Definition of Womble in English:

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Womble

Pronunciation: /ˈwɒmb(ə)l/
British

noun

A fictional animal inhabiting Wimbledon Common in London, characterized as clearing up litter.
Example sentences
  • The English National Opera has embraced a tradition stretching from Wat Tyler to the Wombles.
  • Growing awareness of ecological issues in the 1990s prompted a Wombles comeback.
  • These Wombles make good use of all manner of items left behind by thoughtless humans.

verb

(womble) [no object, with adverbial of direction] informal
Wander in a casual or relaxed way: once we’d arrived back in Cambridge, we wombled quietly home
More example sentences
  • At the end of the talk, she thanks me, shakes me hand, and wombles off.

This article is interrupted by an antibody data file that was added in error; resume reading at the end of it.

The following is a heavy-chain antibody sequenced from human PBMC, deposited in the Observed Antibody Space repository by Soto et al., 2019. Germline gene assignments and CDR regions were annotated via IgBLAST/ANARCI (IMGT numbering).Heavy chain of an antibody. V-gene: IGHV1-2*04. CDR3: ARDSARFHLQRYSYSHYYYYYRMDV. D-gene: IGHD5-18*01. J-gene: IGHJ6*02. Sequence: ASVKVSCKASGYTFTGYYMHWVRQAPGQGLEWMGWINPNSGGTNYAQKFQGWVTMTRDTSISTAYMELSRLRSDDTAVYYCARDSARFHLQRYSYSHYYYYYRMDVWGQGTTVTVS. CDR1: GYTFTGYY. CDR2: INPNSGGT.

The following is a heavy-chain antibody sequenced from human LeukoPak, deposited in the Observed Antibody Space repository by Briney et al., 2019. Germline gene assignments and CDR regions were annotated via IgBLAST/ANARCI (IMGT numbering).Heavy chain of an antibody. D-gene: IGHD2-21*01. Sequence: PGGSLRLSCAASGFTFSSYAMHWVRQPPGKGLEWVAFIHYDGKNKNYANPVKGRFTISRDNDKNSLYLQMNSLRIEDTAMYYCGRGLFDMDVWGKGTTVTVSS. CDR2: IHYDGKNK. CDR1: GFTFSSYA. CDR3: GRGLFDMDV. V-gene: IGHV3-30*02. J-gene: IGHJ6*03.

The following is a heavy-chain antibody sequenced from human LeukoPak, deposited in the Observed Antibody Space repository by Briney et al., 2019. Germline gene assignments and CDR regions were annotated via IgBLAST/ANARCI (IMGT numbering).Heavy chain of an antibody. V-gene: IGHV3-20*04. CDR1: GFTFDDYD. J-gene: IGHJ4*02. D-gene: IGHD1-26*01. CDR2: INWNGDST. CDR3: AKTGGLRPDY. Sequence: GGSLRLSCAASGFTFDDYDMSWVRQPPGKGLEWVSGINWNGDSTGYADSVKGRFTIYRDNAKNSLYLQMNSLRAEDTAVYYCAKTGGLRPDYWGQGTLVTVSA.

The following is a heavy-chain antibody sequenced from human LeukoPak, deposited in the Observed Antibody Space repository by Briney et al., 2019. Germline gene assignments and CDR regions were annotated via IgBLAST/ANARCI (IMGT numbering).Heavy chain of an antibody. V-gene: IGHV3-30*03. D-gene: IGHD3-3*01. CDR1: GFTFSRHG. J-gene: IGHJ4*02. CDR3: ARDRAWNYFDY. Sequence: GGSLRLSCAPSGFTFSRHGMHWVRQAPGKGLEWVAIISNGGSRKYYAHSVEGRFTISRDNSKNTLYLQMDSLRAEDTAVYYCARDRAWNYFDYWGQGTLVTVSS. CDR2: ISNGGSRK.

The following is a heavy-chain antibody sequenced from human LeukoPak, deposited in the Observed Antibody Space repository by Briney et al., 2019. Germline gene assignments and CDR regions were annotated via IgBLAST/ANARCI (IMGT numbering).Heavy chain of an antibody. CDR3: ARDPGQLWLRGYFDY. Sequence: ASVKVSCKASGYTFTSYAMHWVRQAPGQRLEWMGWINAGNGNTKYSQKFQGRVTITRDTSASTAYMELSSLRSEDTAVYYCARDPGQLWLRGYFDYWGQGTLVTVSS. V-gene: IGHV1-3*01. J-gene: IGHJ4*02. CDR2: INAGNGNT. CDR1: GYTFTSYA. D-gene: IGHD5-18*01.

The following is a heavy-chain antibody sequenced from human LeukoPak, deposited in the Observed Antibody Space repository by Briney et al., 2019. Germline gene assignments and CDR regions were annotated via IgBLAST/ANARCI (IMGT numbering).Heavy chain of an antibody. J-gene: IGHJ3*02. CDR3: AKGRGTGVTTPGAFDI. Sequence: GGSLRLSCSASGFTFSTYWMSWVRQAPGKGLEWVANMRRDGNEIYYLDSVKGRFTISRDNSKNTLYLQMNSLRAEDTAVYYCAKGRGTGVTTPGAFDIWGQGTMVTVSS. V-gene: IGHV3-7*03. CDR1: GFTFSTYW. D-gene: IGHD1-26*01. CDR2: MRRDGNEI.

• Having seen three films on Saturday night, we then wombled off to stand on Parker's Piece and go 'oooo' a lot.
  • And thus it was with heavy hearts (but light feet) that we wombled into town to spend a total of six hours indoors.

Origin

1960s: from Wombledon Common, representing a child's pronunciation of Wimbledon; the creatures first appeared in a series of children's books (1968–76) by Elisabeth Beresford (1926–2010) and were popularized by a television series (1973–5).

For editors and proofreaders

Line breaks: Wom¦ble

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